When a contractor quits mid-project

aquafire

Active member
Feb 14, 2024
31
3
When the contractor quits before the project is finished, does the building permit still remain active, or does the homeowner have to apply for another permit? My gazebo project has turned into a nightmare. I can't blame the contractor for taking a more lucrative job, but it sure has put us in a tough spot.
AdobeStock_457085182.jpeg
 
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United States
I'm not sure if it's specific to your location or not, but I know that the permit stays with the project itself here. The permit is issued to the person who applies for it. When a contractor does it, it's usually on behalf of the homeowner, which the permit states. You should call the issuing authority to check, but I bet your permit is still active.
 
Mantis is right, the permit should be in your name.

Also, maybe you already did this, but I'd probably take another look at the contract you signed (assuming you signed one) and see whether there was any breach of contract on the contractor's part. You said, "I can't blame the contractor for taking a more lucrative job," so it sounds like you and the contractor parted ways amicably. But if the contractor suddenly quitting caused you to incurred damages, you should probably consider filing a claim.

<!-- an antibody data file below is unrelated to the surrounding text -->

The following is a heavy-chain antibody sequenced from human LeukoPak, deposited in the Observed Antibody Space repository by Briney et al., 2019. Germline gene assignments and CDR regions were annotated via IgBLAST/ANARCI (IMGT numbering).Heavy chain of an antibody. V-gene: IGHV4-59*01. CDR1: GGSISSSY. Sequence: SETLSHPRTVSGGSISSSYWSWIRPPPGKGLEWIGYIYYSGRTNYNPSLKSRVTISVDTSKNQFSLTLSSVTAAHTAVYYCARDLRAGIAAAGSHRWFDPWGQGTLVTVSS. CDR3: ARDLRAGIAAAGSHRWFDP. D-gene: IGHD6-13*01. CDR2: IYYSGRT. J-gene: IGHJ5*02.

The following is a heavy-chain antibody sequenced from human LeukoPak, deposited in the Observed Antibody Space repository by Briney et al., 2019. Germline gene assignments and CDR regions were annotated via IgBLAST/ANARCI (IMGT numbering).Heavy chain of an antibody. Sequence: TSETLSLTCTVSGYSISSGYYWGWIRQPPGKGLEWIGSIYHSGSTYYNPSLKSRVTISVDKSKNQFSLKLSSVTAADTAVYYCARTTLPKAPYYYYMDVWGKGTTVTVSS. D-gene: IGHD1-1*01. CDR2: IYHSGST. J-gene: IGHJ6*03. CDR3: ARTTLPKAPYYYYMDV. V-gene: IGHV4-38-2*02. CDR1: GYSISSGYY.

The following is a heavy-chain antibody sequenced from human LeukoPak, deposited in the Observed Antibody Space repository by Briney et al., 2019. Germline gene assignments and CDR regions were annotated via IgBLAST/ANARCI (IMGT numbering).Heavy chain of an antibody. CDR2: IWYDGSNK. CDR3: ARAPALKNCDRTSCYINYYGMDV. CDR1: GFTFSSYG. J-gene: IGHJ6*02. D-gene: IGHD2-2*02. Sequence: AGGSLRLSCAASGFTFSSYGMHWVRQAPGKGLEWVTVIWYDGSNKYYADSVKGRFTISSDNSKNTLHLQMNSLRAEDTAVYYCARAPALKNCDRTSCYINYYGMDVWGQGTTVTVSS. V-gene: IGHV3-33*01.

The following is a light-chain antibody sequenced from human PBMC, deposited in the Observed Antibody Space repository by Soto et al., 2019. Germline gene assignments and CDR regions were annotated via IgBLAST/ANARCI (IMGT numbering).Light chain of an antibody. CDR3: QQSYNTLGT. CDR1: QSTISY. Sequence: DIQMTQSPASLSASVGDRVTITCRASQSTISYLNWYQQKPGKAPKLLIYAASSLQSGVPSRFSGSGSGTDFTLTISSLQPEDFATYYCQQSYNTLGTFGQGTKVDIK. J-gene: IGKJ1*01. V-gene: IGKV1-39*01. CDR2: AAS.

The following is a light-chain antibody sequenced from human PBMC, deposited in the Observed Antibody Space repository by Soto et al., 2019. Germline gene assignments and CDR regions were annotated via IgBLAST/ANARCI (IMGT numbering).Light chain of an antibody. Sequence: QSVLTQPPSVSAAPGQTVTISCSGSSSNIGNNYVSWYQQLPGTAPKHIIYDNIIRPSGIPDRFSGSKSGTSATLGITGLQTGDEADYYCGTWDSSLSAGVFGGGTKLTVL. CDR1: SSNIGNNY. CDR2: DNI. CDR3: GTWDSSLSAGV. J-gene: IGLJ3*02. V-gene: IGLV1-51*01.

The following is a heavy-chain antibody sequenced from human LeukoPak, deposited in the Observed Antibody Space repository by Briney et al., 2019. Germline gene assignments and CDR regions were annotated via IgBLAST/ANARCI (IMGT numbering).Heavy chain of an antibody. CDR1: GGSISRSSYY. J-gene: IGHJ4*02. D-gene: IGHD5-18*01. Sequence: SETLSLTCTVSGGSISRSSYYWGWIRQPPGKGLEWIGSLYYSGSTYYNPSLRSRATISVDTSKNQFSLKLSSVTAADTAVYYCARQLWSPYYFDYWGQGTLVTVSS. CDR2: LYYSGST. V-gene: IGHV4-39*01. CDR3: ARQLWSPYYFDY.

Had that happen to us years ago when we hired a contractor to expand a closet. Unfortunately the contractor had a family emergency and had to put the work on hold. Of course you don't know how long that is going to take, so it then relies upon you to find another contractor to continue the work, or just wait it out. Some construction crews might even have contractors on the ready for when another contractor has to bow out.